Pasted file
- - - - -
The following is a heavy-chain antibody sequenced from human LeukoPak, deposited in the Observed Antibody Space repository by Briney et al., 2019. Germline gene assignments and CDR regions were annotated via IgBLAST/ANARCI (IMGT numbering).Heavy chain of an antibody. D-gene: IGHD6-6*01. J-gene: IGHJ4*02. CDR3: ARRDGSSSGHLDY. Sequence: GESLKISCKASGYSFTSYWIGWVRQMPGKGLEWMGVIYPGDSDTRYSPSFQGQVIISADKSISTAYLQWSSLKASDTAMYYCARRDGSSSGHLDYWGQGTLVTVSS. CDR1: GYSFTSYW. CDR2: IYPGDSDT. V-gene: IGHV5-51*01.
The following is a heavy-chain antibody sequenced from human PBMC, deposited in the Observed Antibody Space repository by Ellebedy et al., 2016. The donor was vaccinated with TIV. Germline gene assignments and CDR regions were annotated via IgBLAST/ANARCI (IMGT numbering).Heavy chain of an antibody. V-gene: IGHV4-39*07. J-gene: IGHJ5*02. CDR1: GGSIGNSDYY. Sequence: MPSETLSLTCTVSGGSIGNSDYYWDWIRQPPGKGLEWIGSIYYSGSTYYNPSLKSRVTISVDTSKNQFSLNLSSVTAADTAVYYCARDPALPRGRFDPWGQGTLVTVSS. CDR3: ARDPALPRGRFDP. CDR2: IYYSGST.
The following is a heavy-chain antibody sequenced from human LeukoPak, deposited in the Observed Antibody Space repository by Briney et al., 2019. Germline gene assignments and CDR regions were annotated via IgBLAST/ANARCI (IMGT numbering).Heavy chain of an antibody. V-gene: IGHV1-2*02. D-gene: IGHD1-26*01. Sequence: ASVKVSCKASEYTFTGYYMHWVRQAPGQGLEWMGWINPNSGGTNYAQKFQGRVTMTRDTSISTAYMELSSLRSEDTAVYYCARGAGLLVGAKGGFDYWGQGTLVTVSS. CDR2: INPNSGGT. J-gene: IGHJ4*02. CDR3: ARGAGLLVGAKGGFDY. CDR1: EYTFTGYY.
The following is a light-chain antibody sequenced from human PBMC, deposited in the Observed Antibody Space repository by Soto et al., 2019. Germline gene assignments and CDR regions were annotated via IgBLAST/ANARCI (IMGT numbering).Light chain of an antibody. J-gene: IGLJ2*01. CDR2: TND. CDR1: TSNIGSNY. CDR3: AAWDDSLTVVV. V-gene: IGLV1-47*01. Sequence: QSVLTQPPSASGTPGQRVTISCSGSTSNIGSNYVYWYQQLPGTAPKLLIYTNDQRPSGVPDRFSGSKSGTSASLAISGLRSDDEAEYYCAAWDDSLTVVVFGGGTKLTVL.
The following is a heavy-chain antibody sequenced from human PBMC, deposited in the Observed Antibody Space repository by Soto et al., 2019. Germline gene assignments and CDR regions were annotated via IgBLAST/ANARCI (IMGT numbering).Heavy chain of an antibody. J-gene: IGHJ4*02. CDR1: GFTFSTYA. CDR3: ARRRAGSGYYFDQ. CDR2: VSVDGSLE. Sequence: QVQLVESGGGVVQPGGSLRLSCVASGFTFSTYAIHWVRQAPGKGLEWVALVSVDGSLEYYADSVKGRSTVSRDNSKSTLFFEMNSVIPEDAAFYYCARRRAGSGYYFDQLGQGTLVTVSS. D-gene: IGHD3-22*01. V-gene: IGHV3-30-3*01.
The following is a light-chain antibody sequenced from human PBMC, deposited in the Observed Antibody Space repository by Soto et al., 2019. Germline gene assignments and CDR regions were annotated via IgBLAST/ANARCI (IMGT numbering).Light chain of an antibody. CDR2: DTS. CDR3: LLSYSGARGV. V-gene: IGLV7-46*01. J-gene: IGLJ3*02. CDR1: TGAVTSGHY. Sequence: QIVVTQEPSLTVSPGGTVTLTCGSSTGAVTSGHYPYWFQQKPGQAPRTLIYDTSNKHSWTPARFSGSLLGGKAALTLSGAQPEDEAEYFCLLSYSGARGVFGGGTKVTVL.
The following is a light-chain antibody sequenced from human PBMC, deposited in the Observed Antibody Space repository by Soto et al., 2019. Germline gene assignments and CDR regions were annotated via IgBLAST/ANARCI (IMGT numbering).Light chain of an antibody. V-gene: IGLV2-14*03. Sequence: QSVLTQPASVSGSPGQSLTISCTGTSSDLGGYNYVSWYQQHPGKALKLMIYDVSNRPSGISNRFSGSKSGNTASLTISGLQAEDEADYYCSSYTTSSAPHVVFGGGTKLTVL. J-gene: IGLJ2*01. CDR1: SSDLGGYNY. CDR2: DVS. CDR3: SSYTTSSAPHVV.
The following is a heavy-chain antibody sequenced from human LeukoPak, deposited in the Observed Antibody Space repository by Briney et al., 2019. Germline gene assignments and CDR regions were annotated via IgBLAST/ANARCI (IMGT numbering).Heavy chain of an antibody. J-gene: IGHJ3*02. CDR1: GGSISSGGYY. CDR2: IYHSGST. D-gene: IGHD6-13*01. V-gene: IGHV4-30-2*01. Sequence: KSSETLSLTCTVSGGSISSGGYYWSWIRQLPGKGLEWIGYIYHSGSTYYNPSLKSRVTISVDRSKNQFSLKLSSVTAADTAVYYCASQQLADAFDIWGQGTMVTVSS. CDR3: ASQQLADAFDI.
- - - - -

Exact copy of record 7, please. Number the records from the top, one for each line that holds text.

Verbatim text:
The following is a light-chain antibody sequenced from human PBMC, deposited in the Observed Antibody Space repository by Soto et al., 2019. Germline gene assignments and CDR regions were annotated via IgBLAST/ANARCI (IMGT numbering).Light chain of an antibody. V-gene: IGLV2-14*03. Sequence: QSVLTQPASVSGSPGQSLTISCTGTSSDLGGYNYVSWYQQHPGKALKLMIYDVSNRPSGISNRFSGSKSGNTASLTISGLQAEDEADYYCSSYTTSSAPHVVFGGGTKLTVL. J-gene: IGLJ2*01. CDR1: SSDLGGYNY. CDR2: DVS. CDR3: SSYTTSSAPHVV.